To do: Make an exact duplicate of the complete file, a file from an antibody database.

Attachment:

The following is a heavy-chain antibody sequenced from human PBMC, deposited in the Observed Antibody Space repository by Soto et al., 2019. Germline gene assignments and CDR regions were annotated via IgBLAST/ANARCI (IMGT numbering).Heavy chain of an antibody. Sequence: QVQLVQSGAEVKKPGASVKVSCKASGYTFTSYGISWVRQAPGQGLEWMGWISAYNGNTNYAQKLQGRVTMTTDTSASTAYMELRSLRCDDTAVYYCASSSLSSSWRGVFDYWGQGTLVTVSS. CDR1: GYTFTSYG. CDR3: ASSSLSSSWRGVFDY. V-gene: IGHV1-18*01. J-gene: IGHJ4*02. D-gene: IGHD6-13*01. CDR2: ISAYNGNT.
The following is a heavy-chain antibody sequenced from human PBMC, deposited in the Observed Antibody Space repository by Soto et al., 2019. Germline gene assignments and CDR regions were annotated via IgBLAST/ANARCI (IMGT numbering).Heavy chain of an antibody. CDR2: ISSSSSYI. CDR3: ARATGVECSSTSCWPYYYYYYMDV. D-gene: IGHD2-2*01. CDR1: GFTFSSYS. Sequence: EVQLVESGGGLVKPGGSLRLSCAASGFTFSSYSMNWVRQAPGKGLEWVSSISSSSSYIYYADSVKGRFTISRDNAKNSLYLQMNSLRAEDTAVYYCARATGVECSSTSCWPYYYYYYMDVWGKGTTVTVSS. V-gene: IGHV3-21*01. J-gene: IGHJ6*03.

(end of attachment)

The following is a heavy-chain antibody sequenced from human PBMC, deposited in the Observed Antibody Space repository by Soto et al., 2019. Germline gene assignments and CDR regions were annotated via IgBLAST/ANARCI (IMGT numbering).Heavy chain of an antibody. Sequence: QVQLVQSGAEVKKPGASVKVSCKASGYTFTSYGISWVRQAPGQGLEWMGWISAYNGNTNYAQKLQGRVTMTTDTSASTAYMELRSLRCDDTAVYYCASSSLSSSWRGVFDYWGQGTLVTVSS. CDR1: GYTFTSYG. CDR3: ASSSLSSSWRGVFDY. V-gene: IGHV1-18*01. J-gene: IGHJ4*02. D-gene: IGHD6-13*01. CDR2: ISAYNGNT.
The following is a heavy-chain antibody sequenced from human PBMC, deposited in the Observed Antibody Space repository by Soto et al., 2019. Germline gene assignments and CDR regions were annotated via IgBLAST/ANARCI (IMGT numbering).Heavy chain of an antibody. CDR2: ISSSSSYI. CDR3: ARATGVECSSTSCWPYYYYYYMDV. D-gene: IGHD2-2*01. CDR1: GFTFSSYS. Sequence: EVQLVESGGGLVKPGGSLRLSCAASGFTFSSYSMNWVRQAPGKGLEWVSSISSSSSYIYYADSVKGRFTISRDNAKNSLYLQMNSLRAEDTAVYYCARATGVECSSTSCWPYYYYYYMDVWGKGTTVTVSS. V-gene: IGHV3-21*01. J-gene: IGHJ6*03.